Handouts pose danger to Mideast economies

IMF says global slowdown threatens fiscal woes for oil exporters and importers, terms world economy to be in a “dangerous new phase.”

Syrian protests screenshot 311 (photo credit: REUTERS)
Syrian protests screenshot 311
(photo credit: REUTERS)
The International Monetary Fund (IMF) warned on Wednesday that the huge increase in handouts that the governments of the Middle East and North Africa (MENA) have made to keep a lid on Arab Spring unrest is a danger for all the economies of the region - both rich and poor.
The budget deficits of oil-importing countries are expected to widen to 7.6 percent of gross domestic product, a 50% rise over two years, the IMF said in its Regional Economic Outlook: Middle East and Central Asia. These spending increases are going mainly to subsidies on food and fuel, while governments are investing less and borrowing more, making it harder for economies to recover, it said.
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But the IMF also said the wealthy oil-exporting countries of the Gulf face a risk from the largesse they have bestowed on their populations this year. Governments have been able to cover the cost of higher subsidies, pay raises and job creation because of rising oil prices, but those may not last if the world economy slows. It warned that a decline in oil prices could push them into deficit spending.
“Oil-exporting countries have understandably increased fiscal spending to address social needs,” Masood Ahmed, director of the IMF’s Middle East and Central Asia Department, said at a conference Wednesday. “Looking forward, the widening of non-oil fiscal deficits makes many countries more vulnerable to swings in oil prices, at a time when the world economy is facing heightened risks.”          For now, the outlook for oil prices is positive. Brent futures have risen by about 7% in the past four weeks to above $111 a barrel and a survey of analysts by Reuters released on Tuesday pointed to the price averaging $106.80 next year and $108.60 in 2013, thanks to strong demand from China and India.
But global economic growth is projected by the IMF to slow to 4% annually this year and next, leading to a slight reduction in world oil prices in 2012 after two years of double-digit rise. Moreover, the IMF in Wednesday’s report termed the global economy to be in a “dangerous new phase” and said downside risks to growth are increasing.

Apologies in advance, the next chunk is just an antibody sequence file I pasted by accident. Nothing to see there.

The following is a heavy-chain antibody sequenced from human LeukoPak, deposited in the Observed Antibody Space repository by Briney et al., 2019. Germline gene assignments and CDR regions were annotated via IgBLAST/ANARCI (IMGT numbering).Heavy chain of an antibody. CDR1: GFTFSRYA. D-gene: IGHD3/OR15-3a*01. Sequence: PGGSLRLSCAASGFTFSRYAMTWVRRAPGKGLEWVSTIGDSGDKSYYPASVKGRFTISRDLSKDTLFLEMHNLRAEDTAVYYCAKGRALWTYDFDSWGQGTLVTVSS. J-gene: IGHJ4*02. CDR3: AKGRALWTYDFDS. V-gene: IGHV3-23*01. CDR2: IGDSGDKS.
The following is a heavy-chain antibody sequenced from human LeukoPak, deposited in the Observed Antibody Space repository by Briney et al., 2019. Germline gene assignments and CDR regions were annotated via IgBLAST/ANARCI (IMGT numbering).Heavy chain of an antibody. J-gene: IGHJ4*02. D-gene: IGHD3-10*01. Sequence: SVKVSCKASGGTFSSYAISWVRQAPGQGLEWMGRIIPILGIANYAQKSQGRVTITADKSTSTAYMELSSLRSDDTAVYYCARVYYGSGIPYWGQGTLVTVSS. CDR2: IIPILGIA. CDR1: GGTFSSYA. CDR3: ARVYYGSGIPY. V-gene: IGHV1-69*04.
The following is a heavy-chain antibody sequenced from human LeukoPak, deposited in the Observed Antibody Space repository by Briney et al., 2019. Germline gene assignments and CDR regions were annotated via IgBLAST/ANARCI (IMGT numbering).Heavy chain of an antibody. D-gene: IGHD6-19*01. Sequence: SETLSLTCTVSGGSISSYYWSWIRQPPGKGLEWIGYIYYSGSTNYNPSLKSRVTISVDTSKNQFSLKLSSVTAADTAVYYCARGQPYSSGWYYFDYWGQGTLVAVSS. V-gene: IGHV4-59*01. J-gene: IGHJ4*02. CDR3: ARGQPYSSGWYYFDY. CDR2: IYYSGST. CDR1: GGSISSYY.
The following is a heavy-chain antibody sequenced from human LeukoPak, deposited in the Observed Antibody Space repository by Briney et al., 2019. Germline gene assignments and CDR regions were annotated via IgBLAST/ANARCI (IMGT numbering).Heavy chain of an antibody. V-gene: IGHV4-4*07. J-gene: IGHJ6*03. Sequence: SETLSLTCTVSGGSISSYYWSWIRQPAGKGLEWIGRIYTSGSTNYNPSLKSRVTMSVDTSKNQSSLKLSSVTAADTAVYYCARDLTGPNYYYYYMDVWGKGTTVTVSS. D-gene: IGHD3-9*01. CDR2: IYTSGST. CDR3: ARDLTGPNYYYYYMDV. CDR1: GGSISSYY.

Meanwhile, the IMF estimated that the breakeven oil price – the level that ensures that budgets are in balance at the given level of spending – has increased by more than $20 a barrel since 2008 for several petroleum-exporting countries, while the average price is only $6 a barrel higher.
The IMF forecast that economic growth for the MENA region will slow this year to 4%. That represents a sharp divergence in economic trends in the region, with oil exporters expected to enjoy a 4.9% increase in gross domestic product while oil importers’ economies – weighed down by the turmoil of the Arab Spring – post an anemic 1.4% expansion.
The gap in economic growth across the MENA region will narrow somewhat in 2012, the IMF said, as oil exporters’ growth slims down to 3.9% and oil-importers experience a modest recovery to 2.6%. Among Gulf countries, the deceleration of GDP growth will be even more pronounced, slipping from a projected 7.2% in 2011 to 4% in 20123, the IMF said.
The biggest economic causality of the Arab Spring is Libya, whose output is expected to plummet 50% this year as months of civil war brought oil production to a standstill and trade sanctions were imposed on the rest of the economy, according to the IMF.
Syria’s GDP, which has been shaken by a months-long rebellion that shows no sign of ending, will contract 2%. GDP in Egypt and Tunisia, which ousted their leaders after brief periods of mass protests but remain weighed down by strikes, protests and political uncertainty, will show little or no growth this year. Egyptian GDP will expand 1.2% and Tunisia will post nil growth, the IMF said.
Both Libya and Tunisia marked milestones in their transition to new rule over the past week. Libyan strongman Muamar Gaddafi was captured and killed last Thursday, bringing a formal end to his 40-year rule. Meanwhile on Sunday Tunisians voted for a constituent assembly that will write a new constitution and appoint an interim government.
The Islamic Ennahda Party emerged as the biggest vote getter, worrying many foreign investors both for Tunisia’s future and as a sign of political trends to come in Egypt and elsewhere in the Middle East. But Capital Economics, a London-based advisory firm, said it remain optimistic that Tunisia is heading down the right path.
“The principles of economic policy in Islam do not conflict with a market economy. What’s more, a vibrant democracy in Tunisia could lead to a stronger regulatory and legal framework, which could reduce corruption and improve the business environment,” Capital said in a report released on Tuesday.
Nevertheless, Capital said it expected Tunisia’s GDP to contract by 0.5% in 2011, and grow by only 2.5% next year.
Ahmed of the IMF also expressed cautious optimism that the Arab Spring could pave the way for political and economic reforms that revive growth. “We should not lose sight that the ongoing historical transformation holds the promise of improved living standards and a more prosperous future for the people in the region,” he said.
The IMF urged MENA governments to devise reforms designed to improve social mobility and access to economic opportunities. That should include reforms to the labor markets, education and business regulations, but also rescinding the tax breaks and subsidies. As it is, the subsidies in place now benefit the wealthy as well as the poor and are therefore wasteful and ineffective.